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The theme for 2023 is Social Work Breaks Barriers 

Sault Tribe Behavioral Health celebrates this year’s Social Work Month in March with the theme “Social Work Breaks Barriers,” to highlight how social workers have enriched our society by empowering people and communities to overcome hurdles that prevent them from living life to the fullest. 

The annual Social Work Month campaign in March is a time to inform public, policymakers, and legislators about how social workers have always broken barriers when it comes to the services they provide in an array of sectors, including hospitals and mental health centers, federal, state and local government, schools, community centers, and social service agencies. 

People become social workers because they have a strong desire to help others and make society a better place. Social work is one of the fastest growing professions in the United States, according to the Bureau of Labor Statistics (BLS). More than 700,000 professional social workers are hard at work nationwide, but that number is expected to rise to more than 800,000 by 2030, BLS said. 

Social work began more than a century ago. The profession can trace a large part of its origins to Jane Addams and Ellen Gates Star, who in 1889 opened Hull House in Chicago to provide social services to the area, which had a large immigrant population. 

Other social work pioneers include anti-lynching advocate and women’s rights activist Ida B. Wells and George Edmund Haynes, a social worker who was co-founder of the National Urban League. In the 1960s, past NASW President Whitney M. Young Jr. worked in collaboration with President Johnson and other leaders during the turbulent Civil Rights era to break down the barrier of employment discrimination so Black people could get access to better paying jobs. 

Social workers have helped drive significant, positive changes in our nation. Frances Perkins, the first female Labor Secretary during the Great Depression, and others, helped secure benefits we continue to see used today, such as the 40-hour work week, minimum wage, and Social Security benefits.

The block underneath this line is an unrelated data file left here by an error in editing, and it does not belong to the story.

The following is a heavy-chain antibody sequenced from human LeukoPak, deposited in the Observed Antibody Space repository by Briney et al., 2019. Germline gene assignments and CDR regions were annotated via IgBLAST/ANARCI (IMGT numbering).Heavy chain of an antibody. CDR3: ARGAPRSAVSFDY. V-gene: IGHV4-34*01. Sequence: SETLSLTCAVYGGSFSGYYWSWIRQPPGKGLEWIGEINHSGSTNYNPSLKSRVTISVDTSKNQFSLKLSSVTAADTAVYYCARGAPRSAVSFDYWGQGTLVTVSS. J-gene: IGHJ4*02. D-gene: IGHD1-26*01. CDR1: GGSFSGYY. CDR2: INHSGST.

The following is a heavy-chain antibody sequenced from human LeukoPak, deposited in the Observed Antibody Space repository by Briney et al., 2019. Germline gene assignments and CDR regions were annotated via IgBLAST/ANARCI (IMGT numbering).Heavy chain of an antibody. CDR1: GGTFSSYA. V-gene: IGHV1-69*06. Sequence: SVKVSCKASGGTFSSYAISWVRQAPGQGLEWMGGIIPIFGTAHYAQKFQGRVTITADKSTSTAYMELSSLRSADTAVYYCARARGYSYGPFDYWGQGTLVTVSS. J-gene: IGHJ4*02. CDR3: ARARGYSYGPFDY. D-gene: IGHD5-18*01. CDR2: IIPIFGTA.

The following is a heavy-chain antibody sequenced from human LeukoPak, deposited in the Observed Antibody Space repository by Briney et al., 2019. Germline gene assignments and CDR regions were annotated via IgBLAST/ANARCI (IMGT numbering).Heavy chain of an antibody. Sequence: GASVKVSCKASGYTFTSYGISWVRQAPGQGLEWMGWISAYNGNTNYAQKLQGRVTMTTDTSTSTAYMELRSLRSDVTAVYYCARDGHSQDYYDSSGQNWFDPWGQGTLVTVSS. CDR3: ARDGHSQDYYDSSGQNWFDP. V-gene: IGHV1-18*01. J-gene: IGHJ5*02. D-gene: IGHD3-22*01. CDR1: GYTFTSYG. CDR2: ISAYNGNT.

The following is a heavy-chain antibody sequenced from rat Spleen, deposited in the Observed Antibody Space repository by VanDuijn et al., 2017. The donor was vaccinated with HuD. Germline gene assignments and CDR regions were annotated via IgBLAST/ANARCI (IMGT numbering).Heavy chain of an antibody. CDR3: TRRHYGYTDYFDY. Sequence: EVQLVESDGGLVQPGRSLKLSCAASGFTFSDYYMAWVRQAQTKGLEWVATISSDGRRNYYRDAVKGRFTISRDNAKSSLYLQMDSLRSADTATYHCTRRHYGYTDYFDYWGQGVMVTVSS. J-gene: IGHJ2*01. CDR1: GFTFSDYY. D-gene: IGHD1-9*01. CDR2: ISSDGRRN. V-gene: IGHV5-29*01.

Here are the Sault Tribe Behavioral Health social workers who are continuing to break barriers today: 

– Mallinda Lumsden, LMSW Clinical Social Worker, Behavioral Health Clinical Supervisor 
– NeTausha Moran-Bergsma, LMSW Clinical Social Worker
– Denise Lyons, LMSW Clinical Social Worker
– Rafael Aguirre, LMSW Clinical Social Worker
– Alexa Jones, LMSW Clinical Social Worker
– Kristin Kempf-Roffers, LMSW Clinical Social Worker
– Nicole Kozal, LLMSW Clinical Social Worker
– Rebecca Patzwald, LMSW Clinical Social Worker
– Mark Senkus, LMSW Clinical Social Worker
– Christina Reynolds-Burlak, LMSW Clinical Social Worker
– Rebeckah Zaragoza, LMSW Clinical Social Worker
– Candace Dennis, LMSW Clinical Social Worker
– Lenny Carpentier-McLean, BH Counselor

Each day, these social workers break barriers and continue to help our people live the best lives possible. During Social Work Month we urge you to educate yourselves about this amazing profession, thank the social workers in your lives, and help support the profession.

If you are struggling with substance use or your mental health, the Sault Tribe Behavioral Health Program is always available for assistance. Please call (906) 635-6075. A screening can be done for services or Urgent Care services are available 8 a.m.-5 p.m. Monday through Friday.  Behavioral Health offers therapy services, prevention services, and sober living homes for those in need. Please call for a more detailed description of services.

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Photo by Ken Bosma / CC BY